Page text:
Innocence robbed

TWO Ballyroan sisters have broken their silence after some 40 years and revealed the extent of the trauma they suffered at the hands of a former prison guard who indecently assaulted them as children.

TWO Ballyroan sisters have broken their silence after some 40 years and revealed the extent of the trauma they suffered at the hands of a former prison guard who indecently assaulted them as children.

Ms Lilly Murphy and Ms Nora Fitzgerald were present in Portlaoise Circuit Court last week, where victim impact statements were read out detailing the anger, shame and fear they still feel having been assaulted by Roderick McGrath, of Crubbin, Ballyroan.

65-year-old McGrath was found guilty of five counts of indecent assault against the women at a jury trial in May, in relation to offences which were committed between 1969 and 1977. Ms Murphy was eight years old when the first incident occurred, while Ms Fitzgerald was around 14 or 15.

In a statement read out by State prosecutor, Mr Will Fennelly, Ms Murphy said McGrath had robbed her of her innocence, leaving her feeling “soiled, angry, ashamed and embarrassed”. Ms Murphy said that she was afraid of people seeing “the real me, the dirty me” following the assaults. She said she has kept her “terrifying secret” for 42 years and has had to put on a brave face to hide it, but she has been left with serious trust issues.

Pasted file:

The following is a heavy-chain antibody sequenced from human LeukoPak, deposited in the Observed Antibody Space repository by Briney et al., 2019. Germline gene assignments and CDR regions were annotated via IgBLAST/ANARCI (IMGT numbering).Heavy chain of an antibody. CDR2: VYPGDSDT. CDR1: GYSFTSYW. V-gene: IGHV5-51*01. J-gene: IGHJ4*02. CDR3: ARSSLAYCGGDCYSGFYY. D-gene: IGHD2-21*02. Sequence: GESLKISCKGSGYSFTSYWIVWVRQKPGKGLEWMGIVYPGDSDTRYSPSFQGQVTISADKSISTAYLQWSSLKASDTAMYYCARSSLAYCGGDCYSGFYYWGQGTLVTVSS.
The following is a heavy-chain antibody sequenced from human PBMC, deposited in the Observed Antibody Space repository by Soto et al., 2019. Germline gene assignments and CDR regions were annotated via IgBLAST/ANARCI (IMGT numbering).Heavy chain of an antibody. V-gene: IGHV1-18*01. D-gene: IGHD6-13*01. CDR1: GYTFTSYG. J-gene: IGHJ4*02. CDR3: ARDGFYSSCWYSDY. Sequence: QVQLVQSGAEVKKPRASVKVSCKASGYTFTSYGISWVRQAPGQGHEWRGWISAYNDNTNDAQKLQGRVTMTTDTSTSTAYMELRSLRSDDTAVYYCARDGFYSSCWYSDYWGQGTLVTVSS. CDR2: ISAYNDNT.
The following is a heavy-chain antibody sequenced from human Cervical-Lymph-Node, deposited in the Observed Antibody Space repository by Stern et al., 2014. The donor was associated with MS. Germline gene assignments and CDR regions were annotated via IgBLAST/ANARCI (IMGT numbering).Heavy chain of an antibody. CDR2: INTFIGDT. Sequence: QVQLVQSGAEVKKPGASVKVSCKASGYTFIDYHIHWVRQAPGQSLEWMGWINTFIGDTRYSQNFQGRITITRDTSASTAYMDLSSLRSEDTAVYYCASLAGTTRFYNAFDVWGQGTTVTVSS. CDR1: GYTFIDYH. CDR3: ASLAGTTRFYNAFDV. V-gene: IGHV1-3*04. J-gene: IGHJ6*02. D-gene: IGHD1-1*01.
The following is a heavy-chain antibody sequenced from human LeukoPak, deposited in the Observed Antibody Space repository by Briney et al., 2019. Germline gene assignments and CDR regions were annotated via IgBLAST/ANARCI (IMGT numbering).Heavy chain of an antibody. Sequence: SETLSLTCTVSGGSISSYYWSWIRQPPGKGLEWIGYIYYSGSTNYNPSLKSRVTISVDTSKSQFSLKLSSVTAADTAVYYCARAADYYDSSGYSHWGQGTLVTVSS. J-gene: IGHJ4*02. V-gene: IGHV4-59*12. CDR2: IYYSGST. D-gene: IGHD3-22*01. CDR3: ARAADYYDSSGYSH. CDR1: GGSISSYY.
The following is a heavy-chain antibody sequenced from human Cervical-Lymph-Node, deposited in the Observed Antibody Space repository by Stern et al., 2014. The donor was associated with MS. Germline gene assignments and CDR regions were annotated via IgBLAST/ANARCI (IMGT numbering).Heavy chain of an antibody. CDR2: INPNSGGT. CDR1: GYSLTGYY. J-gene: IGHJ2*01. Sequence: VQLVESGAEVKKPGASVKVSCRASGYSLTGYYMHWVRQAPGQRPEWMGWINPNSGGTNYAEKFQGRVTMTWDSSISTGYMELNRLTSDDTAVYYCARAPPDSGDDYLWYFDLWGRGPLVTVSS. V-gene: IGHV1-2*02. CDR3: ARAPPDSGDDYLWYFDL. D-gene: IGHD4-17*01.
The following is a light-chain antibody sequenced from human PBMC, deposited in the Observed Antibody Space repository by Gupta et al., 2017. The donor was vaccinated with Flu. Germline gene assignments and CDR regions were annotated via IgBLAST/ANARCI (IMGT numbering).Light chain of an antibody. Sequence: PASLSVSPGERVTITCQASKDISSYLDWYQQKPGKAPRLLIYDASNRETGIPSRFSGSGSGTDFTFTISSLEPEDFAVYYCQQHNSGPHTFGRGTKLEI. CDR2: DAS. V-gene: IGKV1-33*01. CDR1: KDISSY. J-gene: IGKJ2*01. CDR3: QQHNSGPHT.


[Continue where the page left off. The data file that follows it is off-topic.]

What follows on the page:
“I’m still fearful today of a certain type of man,” she said.

Ms Murphy currently lives next door to McGrath and she said she is worried about her own children being so close to him. She described her own sex life as a disaster, due to the many flashbacks to the assaults she has experienced. She said that she often suffers with sleepless nights and when she does sleep she is subjected to nightmares.

“Many times I’ve gone to bed hoping never to wake up,” she said.

Ms Nora Fitzgerald also said McGrath had robbed her of her youth and innocence. In her statement, Ms Fitzgerald said she had been a normal, happy child who had looked up to McGrath, but since the assaults her guilt has been unbearable.

“I’ve had to endure it many more times and I’ve had to blank it out,” she said. “I was unable to share it with anyone, I couldn’t tell anyone, I felt ashamed so I kept it to myself.”

Ms Fitzgerald said that she could not trust anyone and has been left with a lack of confidence and low self-esteem. She said that she always feared that people would judge her for what happened and she has been left feeling violated and devastated.

“Having to go to court to relive the whole thing has been very traumatic,” she said.